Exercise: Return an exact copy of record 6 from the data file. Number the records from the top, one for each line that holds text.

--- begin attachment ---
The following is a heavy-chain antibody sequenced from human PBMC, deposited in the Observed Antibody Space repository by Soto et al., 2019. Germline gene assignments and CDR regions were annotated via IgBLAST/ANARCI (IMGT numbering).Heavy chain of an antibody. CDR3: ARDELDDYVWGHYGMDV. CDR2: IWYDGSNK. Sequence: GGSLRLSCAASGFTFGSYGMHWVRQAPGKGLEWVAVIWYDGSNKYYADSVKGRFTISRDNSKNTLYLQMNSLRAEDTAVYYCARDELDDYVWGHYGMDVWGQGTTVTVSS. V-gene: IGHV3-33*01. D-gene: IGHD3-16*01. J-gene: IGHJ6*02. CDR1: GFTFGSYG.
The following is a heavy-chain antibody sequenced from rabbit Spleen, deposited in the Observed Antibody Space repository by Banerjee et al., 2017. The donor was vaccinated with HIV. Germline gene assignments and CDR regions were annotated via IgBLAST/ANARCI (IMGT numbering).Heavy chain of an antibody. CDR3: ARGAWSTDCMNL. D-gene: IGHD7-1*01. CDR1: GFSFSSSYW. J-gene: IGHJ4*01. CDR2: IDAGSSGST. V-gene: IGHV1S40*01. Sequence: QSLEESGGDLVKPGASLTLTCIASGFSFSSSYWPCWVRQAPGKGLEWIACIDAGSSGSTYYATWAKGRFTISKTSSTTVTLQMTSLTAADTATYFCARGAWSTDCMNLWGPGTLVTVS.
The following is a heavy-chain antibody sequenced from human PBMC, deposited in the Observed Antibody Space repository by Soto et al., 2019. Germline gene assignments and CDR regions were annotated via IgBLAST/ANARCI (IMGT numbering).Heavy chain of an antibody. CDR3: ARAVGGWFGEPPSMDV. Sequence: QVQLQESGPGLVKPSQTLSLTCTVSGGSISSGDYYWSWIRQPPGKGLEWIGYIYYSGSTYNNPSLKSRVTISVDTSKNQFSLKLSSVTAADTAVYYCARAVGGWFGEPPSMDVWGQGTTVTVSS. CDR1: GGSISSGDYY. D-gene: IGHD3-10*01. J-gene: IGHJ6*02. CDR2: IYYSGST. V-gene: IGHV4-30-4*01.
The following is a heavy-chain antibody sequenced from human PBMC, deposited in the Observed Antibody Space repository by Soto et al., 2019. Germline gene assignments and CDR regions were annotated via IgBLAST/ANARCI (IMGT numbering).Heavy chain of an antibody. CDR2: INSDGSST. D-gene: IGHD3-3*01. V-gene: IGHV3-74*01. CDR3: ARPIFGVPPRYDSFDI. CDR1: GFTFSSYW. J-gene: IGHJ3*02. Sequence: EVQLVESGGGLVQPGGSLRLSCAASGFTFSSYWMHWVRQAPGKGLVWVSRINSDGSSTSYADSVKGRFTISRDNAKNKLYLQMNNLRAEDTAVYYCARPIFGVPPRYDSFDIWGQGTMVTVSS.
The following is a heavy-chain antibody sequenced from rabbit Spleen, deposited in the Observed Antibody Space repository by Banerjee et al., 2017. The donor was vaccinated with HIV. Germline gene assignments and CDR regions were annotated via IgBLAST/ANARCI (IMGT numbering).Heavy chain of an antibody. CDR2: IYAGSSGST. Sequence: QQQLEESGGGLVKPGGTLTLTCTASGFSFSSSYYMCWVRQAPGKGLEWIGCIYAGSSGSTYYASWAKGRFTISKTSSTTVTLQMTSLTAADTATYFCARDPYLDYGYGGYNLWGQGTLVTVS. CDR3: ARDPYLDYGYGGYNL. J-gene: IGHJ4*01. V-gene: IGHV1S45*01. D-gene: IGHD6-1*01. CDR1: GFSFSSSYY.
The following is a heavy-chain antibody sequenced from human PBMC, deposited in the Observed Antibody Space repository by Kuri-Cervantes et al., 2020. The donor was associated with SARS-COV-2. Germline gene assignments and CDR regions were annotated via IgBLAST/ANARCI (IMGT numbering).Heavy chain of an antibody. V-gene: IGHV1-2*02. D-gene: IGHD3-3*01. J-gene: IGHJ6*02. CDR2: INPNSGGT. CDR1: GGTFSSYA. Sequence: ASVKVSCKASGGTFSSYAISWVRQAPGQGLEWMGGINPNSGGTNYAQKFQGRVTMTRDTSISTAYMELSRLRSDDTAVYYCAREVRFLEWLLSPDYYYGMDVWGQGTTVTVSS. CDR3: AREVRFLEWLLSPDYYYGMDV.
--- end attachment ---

The following is a heavy-chain antibody sequenced from human PBMC, deposited in the Observed Antibody Space repository by Kuri-Cervantes et al., 2020. The donor was associated with SARS-COV-2. Germline gene assignments and CDR regions were annotated via IgBLAST/ANARCI (IMGT numbering).Heavy chain of an antibody. V-gene: IGHV1-2*02. D-gene: IGHD3-3*01. J-gene: IGHJ6*02. CDR2: INPNSGGT. CDR1: GGTFSSYA. Sequence: ASVKVSCKASGGTFSSYAISWVRQAPGQGLEWMGGINPNSGGTNYAQKFQGRVTMTRDTSISTAYMELSRLRSDDTAVYYCAREVRFLEWLLSPDYYYGMDVWGQGTTVTVSS. CDR3: AREVRFLEWLLSPDYYYGMDV.